Main Article Content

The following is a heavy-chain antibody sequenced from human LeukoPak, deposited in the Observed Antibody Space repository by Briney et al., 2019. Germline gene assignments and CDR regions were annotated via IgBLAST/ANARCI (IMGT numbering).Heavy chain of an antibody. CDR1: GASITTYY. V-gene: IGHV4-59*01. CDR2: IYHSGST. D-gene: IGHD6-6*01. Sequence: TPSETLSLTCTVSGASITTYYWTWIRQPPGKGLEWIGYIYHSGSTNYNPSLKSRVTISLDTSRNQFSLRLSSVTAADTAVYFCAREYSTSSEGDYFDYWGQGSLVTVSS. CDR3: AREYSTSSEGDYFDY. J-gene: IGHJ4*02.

The study, based on the model of Bordin (1983), aims to explore whether the supervisors' and trainees' perceptions of supervisory working alliance (goals, tasks and emotional bond) predict trainees' perceptions of counseling self-efficacy. The study sample consisted of 144 undergraduate and graduate counseling students from four Jordanian state universities, and 14 supervisors of these students. Results of multiple regression analyses showed that from the viewpoint of the trainees, goals in the supervisory working alliance were the predictor of their counseling self-efficacy, and explained 11% of the variation in selfefficacy. In addition, supervisors' perceptions of the trainees' counseling self-efficacy, explained 4% of the variation in their trainees' perceptions of counseling self-efficacy. The study showed that trainees, compared to supervisors, had higher levels of counseling self-efficacy and supervisory working alliance perceptions, with the exception of the emotional bond. Findings highlight the importance of studying the supervisor-supervisee relationship in the context of counseling training programs. The study's results have implications for improving the supervision outcomes and proposals for future studies.